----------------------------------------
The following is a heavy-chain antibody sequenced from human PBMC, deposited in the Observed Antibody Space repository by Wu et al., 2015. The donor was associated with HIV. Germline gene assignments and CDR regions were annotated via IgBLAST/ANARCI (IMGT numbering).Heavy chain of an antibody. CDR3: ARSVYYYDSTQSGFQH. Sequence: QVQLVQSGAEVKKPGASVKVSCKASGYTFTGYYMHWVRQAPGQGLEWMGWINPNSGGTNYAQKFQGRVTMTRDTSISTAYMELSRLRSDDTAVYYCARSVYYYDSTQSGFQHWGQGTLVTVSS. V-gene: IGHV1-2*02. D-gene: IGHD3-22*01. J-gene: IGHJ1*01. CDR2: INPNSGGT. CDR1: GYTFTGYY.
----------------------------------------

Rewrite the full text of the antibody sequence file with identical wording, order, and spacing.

The following is a heavy-chain antibody sequenced from human PBMC, deposited in the Observed Antibody Space repository by Wu et al., 2015. The donor was associated with HIV. Germline gene assignments and CDR regions were annotated via IgBLAST/ANARCI (IMGT numbering).Heavy chain of an antibody. CDR3: ARSVYYYDSTQSGFQH. Sequence: QVQLVQSGAEVKKPGASVKVSCKASGYTFTGYYMHWVRQAPGQGLEWMGWINPNSGGTNYAQKFQGRVTMTRDTSISTAYMELSRLRSDDTAVYYCARSVYYYDSTQSGFQHWGQGTLVTVSS. V-gene: IGHV1-2*02. D-gene: IGHD3-22*01. J-gene: IGHJ1*01. CDR2: INPNSGGT. CDR1: GYTFTGYY.